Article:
A Horse Named Sue

Over the years, I’ve had to unlearn a lot of what I learned when I started working with horses in the 1950s. I’ve changed my training methods so completely that I consider myself a born-again horseman. I owe my conversion to the horses that were generous and forgiving enough to tolerate the rough and ready handling methods in vogue when I started training while I figured things out.

When I was launching my career as a hot shot trainer, I kind of watched what other trainers were doing and tried to put my own spin on the deal. I wasn’t big into listening to anybody else but, as time went along, I learned to listen to the horses. Eventually, they showed me that there was a much better, much more horse-logical way to communicate to them what I wanted.

In the beginning, however, my understanding of how to work with a horse was that the first thing you had to convince a horse was that you were the biggest, baddest one in the barn. Then if you yelled loud or startled them with the right timing, they’d do whatever you wanted. Throwing a scare into a horse wasn’t a very sophisticated communication system but it seemed to work and a lot of people told me what a really super trainer I was because I could get horses to do the stuff I wanted. And I believed them.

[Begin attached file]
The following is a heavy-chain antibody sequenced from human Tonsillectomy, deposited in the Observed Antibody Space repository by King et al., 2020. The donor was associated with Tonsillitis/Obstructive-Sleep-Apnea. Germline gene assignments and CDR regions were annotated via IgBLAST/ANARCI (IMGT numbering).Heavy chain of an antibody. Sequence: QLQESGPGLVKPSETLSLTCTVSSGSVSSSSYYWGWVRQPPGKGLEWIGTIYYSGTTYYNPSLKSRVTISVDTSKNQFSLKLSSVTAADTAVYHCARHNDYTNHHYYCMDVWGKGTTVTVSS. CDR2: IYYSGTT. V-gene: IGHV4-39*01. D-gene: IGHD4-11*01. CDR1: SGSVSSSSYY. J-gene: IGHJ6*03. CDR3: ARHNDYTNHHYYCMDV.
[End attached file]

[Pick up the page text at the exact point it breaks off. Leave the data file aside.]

If memory serves, the horse that started me thinking there might be a better way to train horses was a pretty bay Arab mare named Rafsu that I’ve written about before. She was foaled May 24, 1955, and I still can remember her registration number. I traded a guitar her when she was 18 months old.

At this point in my horse career, I was really good at using startle and bullying horses into leading and standing and whatever. Everybody told me that you don’t ride a baby horse until they’re two. So for the first few months I had her, I worked her in a round pen and used a lot of startle and really got on her case. Everybody said that Arabs needed a lot of that because of the way they were and I believed them. Pretty soon I had her doing anything I wanted her to do when I told her to do it by being quick and loud and varying what I did so the she didn’t get too used to any one thing. I had her really paying attention.

The day she turned two, I put a saddle on and rode her all day and she didn’t seem to mind so I figured I pretty well had her completely trained in one day. So I must have been a really super horse trainer back then.

A few months later Christmas rolled around and I got the present I’d really wanted more than anything elsea nifty two-wheeled racing sulky and a new harness. I was really excited and I couldn’t wait to try them out. I took everything up to the barn, got Sue out of her stall and started fastening straps all over her.

Now Sue had been hanging out in the barn not doing very much of anything since the end of November but I didn’t think that mattered. She knew all about saddles and girths and bridles and riding. So why not just add cruppers and blinkers and shafts and a few other things? I reasoned she was fully trained so she ought to just accept whatever I was putting on her because I was telling her to do it. Every time she started jiggling around, I just jerked her into paying attention and standing still again and reminded her I was the boss.